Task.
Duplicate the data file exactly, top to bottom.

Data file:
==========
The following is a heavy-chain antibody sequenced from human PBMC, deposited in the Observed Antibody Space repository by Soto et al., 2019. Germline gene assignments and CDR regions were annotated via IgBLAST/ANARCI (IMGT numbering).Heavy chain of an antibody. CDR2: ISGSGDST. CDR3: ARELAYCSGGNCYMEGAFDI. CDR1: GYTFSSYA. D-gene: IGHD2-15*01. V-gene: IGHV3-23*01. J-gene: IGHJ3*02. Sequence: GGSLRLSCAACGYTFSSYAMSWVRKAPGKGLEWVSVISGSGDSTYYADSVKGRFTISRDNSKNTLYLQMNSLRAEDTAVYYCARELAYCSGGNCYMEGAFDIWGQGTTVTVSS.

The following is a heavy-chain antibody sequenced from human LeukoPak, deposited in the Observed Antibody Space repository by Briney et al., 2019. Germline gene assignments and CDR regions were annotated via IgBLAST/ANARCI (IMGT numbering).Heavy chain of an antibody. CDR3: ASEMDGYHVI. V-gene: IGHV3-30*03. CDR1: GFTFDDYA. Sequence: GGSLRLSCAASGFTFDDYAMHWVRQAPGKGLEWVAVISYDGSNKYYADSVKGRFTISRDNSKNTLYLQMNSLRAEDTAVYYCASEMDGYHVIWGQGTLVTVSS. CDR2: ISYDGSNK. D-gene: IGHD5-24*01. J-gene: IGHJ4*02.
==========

The following is a heavy-chain antibody sequenced from human PBMC, deposited in the Observed Antibody Space repository by Soto et al., 2019. Germline gene assignments and CDR regions were annotated via IgBLAST/ANARCI (IMGT numbering).Heavy chain of an antibody. CDR2: ISGSGDST. CDR3: ARELAYCSGGNCYMEGAFDI. CDR1: GYTFSSYA. D-gene: IGHD2-15*01. V-gene: IGHV3-23*01. J-gene: IGHJ3*02. Sequence: GGSLRLSCAACGYTFSSYAMSWVRKAPGKGLEWVSVISGSGDSTYYADSVKGRFTISRDNSKNTLYLQMNSLRAEDTAVYYCARELAYCSGGNCYMEGAFDIWGQGTTVTVSS.

The following is a heavy-chain antibody sequenced from human LeukoPak, deposited in the Observed Antibody Space repository by Briney et al., 2019. Germline gene assignments and CDR regions were annotated via IgBLAST/ANARCI (IMGT numbering).Heavy chain of an antibody. CDR3: ASEMDGYHVI. V-gene: IGHV3-30*03. CDR1: GFTFDDYA. Sequence: GGSLRLSCAASGFTFDDYAMHWVRQAPGKGLEWVAVISYDGSNKYYADSVKGRFTISRDNSKNTLYLQMNSLRAEDTAVYYCASEMDGYHVIWGQGTLVTVSS. CDR2: ISYDGSNK. D-gene: IGHD5-24*01. J-gene: IGHJ4*02.